This was an actual event that happened in the 1980's. It was a story about two guys that was convicted and one put on death row for a murder that they never committed. They were coveted on nothing but flimsy witnesses (mainly jail house snitches), corrupt cops, Judges, prosecutors, and bias jury and zero physical evidence on the men trialed for the crime, but yet they spent 12 years in prison for the murder. Why? Because of threats on the part of the cops, the sear fact that the Judge ignored th ...more
Steven Peterson
The Innocent Man, by novelist John Grisham, is an important and dispiriting work. At one level, it shows how the American system of justice can, on occasion, malfunction. At another level, it suggests that we ought to have some skepticism about our law enforcement system, since there are certain incentives to actors in the judicial system to twist facts to produce a favored outcome.

This is a book that focuses on a trumped up murder charge being lodged against Ron Williamson and Dennis Fritz. Th
I think one of the things I missed most about this book was the John Grisham charm. He still added his touches to the story, but you could tell it wasn't his story.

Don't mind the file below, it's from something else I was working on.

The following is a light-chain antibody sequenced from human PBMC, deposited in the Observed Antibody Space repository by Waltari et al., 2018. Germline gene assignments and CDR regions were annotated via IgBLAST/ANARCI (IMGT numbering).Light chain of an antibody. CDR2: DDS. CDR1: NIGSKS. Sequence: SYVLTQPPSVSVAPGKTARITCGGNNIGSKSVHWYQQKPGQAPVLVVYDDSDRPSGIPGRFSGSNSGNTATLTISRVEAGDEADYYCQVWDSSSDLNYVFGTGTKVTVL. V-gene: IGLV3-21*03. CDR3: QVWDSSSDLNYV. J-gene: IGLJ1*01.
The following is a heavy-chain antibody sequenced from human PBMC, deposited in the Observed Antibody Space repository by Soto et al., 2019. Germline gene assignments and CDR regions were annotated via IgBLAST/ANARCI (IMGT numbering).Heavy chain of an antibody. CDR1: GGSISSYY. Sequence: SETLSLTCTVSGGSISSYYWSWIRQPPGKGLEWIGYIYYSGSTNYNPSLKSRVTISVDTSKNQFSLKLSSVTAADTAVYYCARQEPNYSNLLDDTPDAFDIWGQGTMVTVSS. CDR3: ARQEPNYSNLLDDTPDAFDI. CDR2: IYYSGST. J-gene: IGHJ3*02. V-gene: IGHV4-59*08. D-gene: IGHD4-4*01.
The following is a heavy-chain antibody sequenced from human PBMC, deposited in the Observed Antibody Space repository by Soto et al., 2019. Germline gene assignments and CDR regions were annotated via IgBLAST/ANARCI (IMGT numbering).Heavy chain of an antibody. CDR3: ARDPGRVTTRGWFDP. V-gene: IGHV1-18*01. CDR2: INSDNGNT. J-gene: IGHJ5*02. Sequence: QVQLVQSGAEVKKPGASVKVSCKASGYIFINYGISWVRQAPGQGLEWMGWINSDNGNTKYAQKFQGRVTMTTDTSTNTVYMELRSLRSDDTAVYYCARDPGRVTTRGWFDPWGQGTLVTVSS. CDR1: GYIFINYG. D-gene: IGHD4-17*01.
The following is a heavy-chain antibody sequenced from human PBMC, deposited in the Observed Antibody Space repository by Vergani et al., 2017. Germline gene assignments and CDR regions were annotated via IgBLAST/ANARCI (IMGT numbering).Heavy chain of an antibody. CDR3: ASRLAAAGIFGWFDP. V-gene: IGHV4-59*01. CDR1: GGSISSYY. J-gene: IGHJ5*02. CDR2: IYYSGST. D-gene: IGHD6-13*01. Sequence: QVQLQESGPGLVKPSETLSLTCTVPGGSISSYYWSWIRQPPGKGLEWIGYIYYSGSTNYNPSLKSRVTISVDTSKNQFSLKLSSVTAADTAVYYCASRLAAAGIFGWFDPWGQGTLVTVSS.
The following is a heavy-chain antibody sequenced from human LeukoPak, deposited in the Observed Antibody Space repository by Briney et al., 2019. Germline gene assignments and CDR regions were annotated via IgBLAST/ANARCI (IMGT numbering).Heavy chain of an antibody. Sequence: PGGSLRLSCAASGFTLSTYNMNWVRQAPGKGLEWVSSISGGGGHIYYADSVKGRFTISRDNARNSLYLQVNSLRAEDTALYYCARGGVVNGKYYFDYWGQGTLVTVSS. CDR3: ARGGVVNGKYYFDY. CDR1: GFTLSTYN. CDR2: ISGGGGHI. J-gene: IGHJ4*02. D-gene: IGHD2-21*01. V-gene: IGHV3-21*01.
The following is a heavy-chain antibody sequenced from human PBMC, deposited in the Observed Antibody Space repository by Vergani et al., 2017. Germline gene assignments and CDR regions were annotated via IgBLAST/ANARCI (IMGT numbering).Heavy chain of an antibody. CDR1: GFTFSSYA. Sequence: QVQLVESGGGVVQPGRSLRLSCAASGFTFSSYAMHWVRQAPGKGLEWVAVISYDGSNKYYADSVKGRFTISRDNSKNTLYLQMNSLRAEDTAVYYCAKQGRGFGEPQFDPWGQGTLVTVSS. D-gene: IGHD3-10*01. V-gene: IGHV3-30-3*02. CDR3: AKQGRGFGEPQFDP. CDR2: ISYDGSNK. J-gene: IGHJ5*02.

Still, I am shocked and saddened at what happened in this story. Not only the inhumane treatment that Ron suffered at the hands of the guards at McAlester, but just in general that he and Dennis sat in jail and on Death Row for almost twelve years before they were proven innocent. I was outraged everytime I saw Bill Peterson's name,
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Cozy Mysteries : innocent people on death row 5 57 May 21, 2014 07:24PM  
Ada, Oklahoma 6 105 May 10, 2013 11:03AM  
A Real Snooze 22 133 Oct 15, 2012 04:32PM  
More Injustice? 9 61 May 26, 2012 11:17AM  
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"Long before his name became synonymous with the modern legal thriller, he was working 60-70 hours a week at a small Southaven, Mississippi law practice, squeezing in time before going to the office and during courtroom recesses to work on his hobby—writing his first novel.

Born on February 8, 1955 in Jonesboro, Arkansas, to a construction worker and a homemaker, John Grisham as a child dreamed of
More about John Grisham...
A Time to Kill (Jake Brigance, #1) The Firm The Client The Pelican Brief The Runaway Jury

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“No star fades faster than that of a high school athlete.” 3 likes
“God help us, if ever in this great country we turn our heads while people who have not had fair trials are executed…”
-Judge Frank Howell Seay”